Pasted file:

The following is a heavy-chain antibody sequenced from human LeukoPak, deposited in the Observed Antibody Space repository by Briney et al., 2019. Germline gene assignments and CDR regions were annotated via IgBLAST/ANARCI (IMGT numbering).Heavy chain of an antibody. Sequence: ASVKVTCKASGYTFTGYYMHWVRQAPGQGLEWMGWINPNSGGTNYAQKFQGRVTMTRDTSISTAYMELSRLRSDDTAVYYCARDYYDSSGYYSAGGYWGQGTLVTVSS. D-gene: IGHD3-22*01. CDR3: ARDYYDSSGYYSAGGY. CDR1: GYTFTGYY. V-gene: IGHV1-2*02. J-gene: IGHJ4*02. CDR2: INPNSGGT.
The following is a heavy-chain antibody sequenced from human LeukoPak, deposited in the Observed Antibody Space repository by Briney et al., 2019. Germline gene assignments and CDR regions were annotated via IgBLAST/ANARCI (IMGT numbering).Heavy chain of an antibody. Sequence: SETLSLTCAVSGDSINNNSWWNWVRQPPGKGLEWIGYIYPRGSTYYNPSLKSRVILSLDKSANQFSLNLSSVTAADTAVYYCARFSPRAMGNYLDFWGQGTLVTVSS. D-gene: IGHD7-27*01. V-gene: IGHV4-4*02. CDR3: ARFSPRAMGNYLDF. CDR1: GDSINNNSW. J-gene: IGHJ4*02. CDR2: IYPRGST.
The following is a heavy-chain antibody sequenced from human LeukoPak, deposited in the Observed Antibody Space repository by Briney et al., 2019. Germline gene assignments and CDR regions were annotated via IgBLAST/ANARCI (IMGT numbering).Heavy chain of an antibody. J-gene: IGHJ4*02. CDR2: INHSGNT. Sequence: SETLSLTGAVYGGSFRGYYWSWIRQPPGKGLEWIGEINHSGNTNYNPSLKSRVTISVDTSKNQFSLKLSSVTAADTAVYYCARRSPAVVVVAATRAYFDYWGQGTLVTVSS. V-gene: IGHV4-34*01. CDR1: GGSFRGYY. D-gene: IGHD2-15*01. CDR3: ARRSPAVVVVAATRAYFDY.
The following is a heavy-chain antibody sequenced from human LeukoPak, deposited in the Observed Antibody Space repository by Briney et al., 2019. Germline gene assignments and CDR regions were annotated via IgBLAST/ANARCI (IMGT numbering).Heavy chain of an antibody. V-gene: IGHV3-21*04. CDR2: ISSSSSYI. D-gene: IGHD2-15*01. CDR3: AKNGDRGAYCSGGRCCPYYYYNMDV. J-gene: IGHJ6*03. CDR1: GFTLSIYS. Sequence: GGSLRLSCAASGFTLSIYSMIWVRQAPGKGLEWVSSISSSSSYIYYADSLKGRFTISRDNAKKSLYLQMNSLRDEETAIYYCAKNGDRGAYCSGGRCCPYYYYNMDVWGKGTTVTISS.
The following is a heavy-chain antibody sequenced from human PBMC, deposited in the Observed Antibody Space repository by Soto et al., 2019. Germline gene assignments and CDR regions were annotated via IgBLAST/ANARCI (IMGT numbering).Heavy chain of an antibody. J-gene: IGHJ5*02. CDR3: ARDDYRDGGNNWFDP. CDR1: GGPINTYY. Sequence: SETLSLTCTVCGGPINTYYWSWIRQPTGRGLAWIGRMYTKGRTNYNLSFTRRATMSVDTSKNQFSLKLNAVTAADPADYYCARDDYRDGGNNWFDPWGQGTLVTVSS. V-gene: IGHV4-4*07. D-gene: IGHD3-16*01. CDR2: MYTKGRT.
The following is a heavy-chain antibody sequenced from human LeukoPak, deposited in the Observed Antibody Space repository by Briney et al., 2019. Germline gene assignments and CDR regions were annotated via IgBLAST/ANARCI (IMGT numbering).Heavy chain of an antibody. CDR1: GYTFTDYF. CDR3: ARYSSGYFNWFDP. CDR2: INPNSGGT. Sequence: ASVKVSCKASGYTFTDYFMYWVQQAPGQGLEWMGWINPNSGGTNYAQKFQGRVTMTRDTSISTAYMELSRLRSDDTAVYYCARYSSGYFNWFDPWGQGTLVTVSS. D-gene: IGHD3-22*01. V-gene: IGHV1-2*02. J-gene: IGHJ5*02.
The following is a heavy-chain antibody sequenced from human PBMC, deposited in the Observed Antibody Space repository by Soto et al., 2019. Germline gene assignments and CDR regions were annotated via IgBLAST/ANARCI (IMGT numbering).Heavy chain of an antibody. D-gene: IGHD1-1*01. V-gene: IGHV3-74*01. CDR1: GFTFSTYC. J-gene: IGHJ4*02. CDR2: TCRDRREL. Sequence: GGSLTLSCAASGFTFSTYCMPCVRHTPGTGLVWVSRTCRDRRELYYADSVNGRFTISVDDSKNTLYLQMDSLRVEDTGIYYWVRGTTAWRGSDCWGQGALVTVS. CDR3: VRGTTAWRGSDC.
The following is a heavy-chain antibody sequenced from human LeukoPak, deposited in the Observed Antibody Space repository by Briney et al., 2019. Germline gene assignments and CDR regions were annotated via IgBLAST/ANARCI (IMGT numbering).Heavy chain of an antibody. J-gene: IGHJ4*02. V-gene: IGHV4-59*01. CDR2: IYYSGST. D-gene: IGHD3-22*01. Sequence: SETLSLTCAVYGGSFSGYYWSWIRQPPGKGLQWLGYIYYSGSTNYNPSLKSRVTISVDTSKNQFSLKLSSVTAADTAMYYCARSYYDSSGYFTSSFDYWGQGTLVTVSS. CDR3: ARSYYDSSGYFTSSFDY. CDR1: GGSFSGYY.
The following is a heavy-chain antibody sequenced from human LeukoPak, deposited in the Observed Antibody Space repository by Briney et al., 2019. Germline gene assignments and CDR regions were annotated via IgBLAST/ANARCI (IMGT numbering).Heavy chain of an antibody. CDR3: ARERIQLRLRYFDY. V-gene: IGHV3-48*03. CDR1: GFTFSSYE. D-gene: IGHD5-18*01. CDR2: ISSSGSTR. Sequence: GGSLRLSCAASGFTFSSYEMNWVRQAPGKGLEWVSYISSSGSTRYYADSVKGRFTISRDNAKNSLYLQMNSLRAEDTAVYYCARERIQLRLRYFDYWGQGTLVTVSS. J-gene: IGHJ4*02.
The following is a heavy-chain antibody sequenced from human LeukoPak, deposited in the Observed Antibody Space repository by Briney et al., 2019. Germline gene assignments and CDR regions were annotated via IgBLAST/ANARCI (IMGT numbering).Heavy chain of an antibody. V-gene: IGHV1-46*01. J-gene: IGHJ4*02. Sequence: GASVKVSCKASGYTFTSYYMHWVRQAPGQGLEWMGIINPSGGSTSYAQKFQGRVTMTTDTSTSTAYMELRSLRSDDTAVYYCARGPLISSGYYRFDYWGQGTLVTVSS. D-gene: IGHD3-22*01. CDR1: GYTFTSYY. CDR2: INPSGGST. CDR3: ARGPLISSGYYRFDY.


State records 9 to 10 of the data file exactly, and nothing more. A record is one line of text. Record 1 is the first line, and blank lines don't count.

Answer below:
The following is a heavy-chain antibody sequenced from human LeukoPak, deposited in the Observed Antibody Space repository by Briney et al., 2019. Germline gene assignments and CDR regions were annotated via IgBLAST/ANARCI (IMGT numbering).Heavy chain of an antibody. CDR3: ARERIQLRLRYFDY. V-gene: IGHV3-48*03. CDR1: GFTFSSYE. D-gene: IGHD5-18*01. CDR2: ISSSGSTR. Sequence: GGSLRLSCAASGFTFSSYEMNWVRQAPGKGLEWVSYISSSGSTRYYADSVKGRFTISRDNAKNSLYLQMNSLRAEDTAVYYCARERIQLRLRYFDYWGQGTLVTVSS. J-gene: IGHJ4*02.
The following is a heavy-chain antibody sequenced from human LeukoPak, deposited in the Observed Antibody Space repository by Briney et al., 2019. Germline gene assignments and CDR regions were annotated via IgBLAST/ANARCI (IMGT numbering).Heavy chain of an antibody. V-gene: IGHV1-46*01. J-gene: IGHJ4*02. Sequence: GASVKVSCKASGYTFTSYYMHWVRQAPGQGLEWMGIINPSGGSTSYAQKFQGRVTMTTDTSTSTAYMELRSLRSDDTAVYYCARGPLISSGYYRFDYWGQGTLVTVSS. D-gene: IGHD3-22*01. CDR1: GYTFTSYY. CDR2: INPSGGST. CDR3: ARGPLISSGYYRFDY.